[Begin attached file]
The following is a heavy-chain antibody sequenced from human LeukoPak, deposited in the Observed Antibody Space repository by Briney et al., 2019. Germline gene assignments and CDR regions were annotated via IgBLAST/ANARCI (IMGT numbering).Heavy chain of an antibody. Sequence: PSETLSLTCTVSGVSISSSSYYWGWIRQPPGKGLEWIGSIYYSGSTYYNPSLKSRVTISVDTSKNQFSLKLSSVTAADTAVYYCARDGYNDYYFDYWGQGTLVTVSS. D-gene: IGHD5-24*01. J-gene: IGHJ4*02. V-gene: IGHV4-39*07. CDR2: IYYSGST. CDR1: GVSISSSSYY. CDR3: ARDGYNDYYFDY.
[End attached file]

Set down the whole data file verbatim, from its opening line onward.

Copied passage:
The following is a heavy-chain antibody sequenced from human LeukoPak, deposited in the Observed Antibody Space repository by Briney et al., 2019. Germline gene assignments and CDR regions were annotated via IgBLAST/ANARCI (IMGT numbering).Heavy chain of an antibody. Sequence: PSETLSLTCTVSGVSISSSSYYWGWIRQPPGKGLEWIGSIYYSGSTYYNPSLKSRVTISVDTSKNQFSLKLSSVTAADTAVYYCARDGYNDYYFDYWGQGTLVTVSS. D-gene: IGHD5-24*01. J-gene: IGHJ4*02. V-gene: IGHV4-39*07. CDR2: IYYSGST. CDR1: GVSISSSSYY. CDR3: ARDGYNDYYFDY.